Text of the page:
A Successful End of Zoomester Show

Stove’s Comedy Club raises over $5,000 with incentive of shaving vice president’s head



The members of Stove’s Comedy Club staged an entertaining, interactive and varied virtual End of Semester show, livestreamed on YouTube and Twitch. They also raised over $5,000 for NYC Health + Hospitals in the process.

If you had told us when we first clicked on the link to the livestream of the Stove’s Cabin Crew End of Semester Show that we’d watch the club raise over $5,000 in one day to help health care workers in New York, or that the vice president of the club would galvanize the fundraising effort with an electric razor, we would not have believed you. That is exactly what happened on Thursday, April 30, when Stove’s performed their final show of the 2019-20 school year on Zoom and livestreamed it on YouTube and Twitch. 

Screen welcoming viewers to the show

Although the End of Semester Show is usually held in Pope Auditorium or elsewhere on campus, Stove’s is one of the student organizations that has been particularly adept at transitioning to virtual operations this semester. Casey Brennan, Fordham College at Lincoln Center (FCLC) ’21 and current club secretary and next year’s treasurer, led the livestream and managed to play videos, Zoom improv sessions and the YouTube chat all on the same screen. “Casey crushed it with the tech,” Maddy Casale, FCLC ’20 and current Stove’s president, said.

The show was conducted largely on a single Zoom meeting, with performers turning their videos on or off according to the sketches and sets they were participating in. These consisted of pre-written skits in addition to a wide variety of live improv. Suggestions were taken from the audience through the chat feature of the livestream for topics for a panel discussion (pencils), Reddit thread (jack-o-lanterns), Town Hall (cow tipping) and a series of household-object-themed pickup lines, all invented on the spot. There were also some pre-recorded videos, including a segment introducing the cast.

The show’s existence and success were the result of “a lot of stabs in the dark,” Casale noted. But “everyone was really into it and wanted to make the show work,” Andy Vega, FCLC ’20 and Stove’s current vice president, said.

“There were a lot of hidden benefits of the show that we would’ve had no idea, like how interactive it was with the chat, and the fact that it turned into a donation battle to have Andy shave as much as he could,” Brennan said. “It’s stuff that would’ve never happened in one of our regular shows, so it’s cool that we had this experience.” She’s considered adding a virtual show to the program next year regardless of the circumstances, but nothing is settled.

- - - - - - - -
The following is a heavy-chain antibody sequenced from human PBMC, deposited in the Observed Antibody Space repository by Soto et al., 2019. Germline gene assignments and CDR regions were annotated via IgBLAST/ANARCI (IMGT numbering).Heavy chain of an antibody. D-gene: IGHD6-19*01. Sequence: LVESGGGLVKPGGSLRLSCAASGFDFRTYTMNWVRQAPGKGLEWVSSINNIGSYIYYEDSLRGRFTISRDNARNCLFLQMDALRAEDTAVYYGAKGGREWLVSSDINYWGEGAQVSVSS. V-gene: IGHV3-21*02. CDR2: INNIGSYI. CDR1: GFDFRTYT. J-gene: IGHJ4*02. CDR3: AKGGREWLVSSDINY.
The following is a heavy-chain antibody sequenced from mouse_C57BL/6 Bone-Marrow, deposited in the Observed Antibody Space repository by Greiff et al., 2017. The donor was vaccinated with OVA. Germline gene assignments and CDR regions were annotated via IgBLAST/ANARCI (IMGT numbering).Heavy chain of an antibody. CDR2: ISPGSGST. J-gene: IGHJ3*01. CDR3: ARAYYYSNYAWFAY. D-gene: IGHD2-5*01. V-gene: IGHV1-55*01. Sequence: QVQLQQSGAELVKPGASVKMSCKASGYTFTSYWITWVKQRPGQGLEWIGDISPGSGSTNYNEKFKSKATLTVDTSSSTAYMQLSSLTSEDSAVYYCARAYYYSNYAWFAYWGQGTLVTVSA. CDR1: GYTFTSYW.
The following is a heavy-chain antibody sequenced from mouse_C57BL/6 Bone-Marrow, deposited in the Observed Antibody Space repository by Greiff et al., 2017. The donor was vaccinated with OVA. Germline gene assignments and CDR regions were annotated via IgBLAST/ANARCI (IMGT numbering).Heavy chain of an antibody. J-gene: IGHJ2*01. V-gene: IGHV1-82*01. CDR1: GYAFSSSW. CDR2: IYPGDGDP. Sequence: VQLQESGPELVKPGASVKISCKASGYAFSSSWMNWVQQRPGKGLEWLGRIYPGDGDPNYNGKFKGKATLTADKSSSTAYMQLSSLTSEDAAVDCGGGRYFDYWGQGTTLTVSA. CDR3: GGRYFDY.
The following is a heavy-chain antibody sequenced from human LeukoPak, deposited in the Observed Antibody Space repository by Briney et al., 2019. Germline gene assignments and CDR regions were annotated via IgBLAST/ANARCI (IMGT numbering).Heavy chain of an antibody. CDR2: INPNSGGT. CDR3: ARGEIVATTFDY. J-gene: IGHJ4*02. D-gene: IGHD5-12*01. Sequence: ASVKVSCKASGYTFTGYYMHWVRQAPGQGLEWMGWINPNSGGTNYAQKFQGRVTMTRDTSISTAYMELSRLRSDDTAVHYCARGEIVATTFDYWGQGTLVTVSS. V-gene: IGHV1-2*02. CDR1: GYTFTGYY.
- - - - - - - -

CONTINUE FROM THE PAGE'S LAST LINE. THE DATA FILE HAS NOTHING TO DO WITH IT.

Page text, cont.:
Fundraising Success 

Andy shaving part of his eyebrow
The club’s vice president Andy Vega volunteered to shave his mustache, eyebrow slit and part of his head as a fundraising incentive, ultimately leading the grand total to exceed the club leaders’ goal twenty times over.

The success of the virtual comedy was no surprise, with well over 100 people watching the YouTube stream for most of the show. What was highly unexpected, however, was the incredible total of $5,458.68 that the club raised by Venmo donations for NYC Health + Hospitals. Most of it was collected within the 3 hours that they were live, with around $300 raised before the show started, according to Casale. The club wrote in an Instagram post soon after, “You are all amazing and helping to make a real, positive impact on people’s lives, so we can’t thank you enough for your love and support.”

The fundraising was spurred on by the offer from Vega to shave his mustache and even his head at the attainment of increasingly high fundraising goals. “I think people were just so excited at the prospect of the mustache (being shaved) that we jumped like $300 in five minutes,” Casale said. The cutoff for Andy’s mustache removal was $1,000, he’d shave a slit in his eyebrow at $2,600 and he would finally shave a tonsure, a bald spot à la St. Francis, at $5,000. The club then joked that he should be called St. Frandy.

Originally, the show was not planned as a philanthropic fundraiser. “We had budgets that had gotten approved for the end of semester show when it was in person, which was like $250, so we were trying to figure out what to do with the money that we had,” said Natalie Grammer, FCLC ’21, the club’s treasurer and incoming president. 

After brainstorming, the club leaders spoke to the Office of Student Involvement, who “said we can’t really use all of the budget because technically everything’s been canceled, so then it just … turned into another fundraising platform where we hoped to, by some miracle, get to the $250 that we originally had,” Grammer said. Expecting to raise around that much, they exceeded that goal twentyfold. 

“Between what we raised, and also what the show turned into and how the show went, I don’t think we could have foreseen any of it,” Casale recalled. 

Robert Stryczek, Gabelli School of Business ’21, an audience member, appreciated what Stove’s had accomplished and said, “the fact that they were able to raise almost $5500 for NYC Health + Hospitals was incredibly selfless, kind, and a classic Stoves move of them looking out for others with laughs and love.”

Introduction slide to the senior videos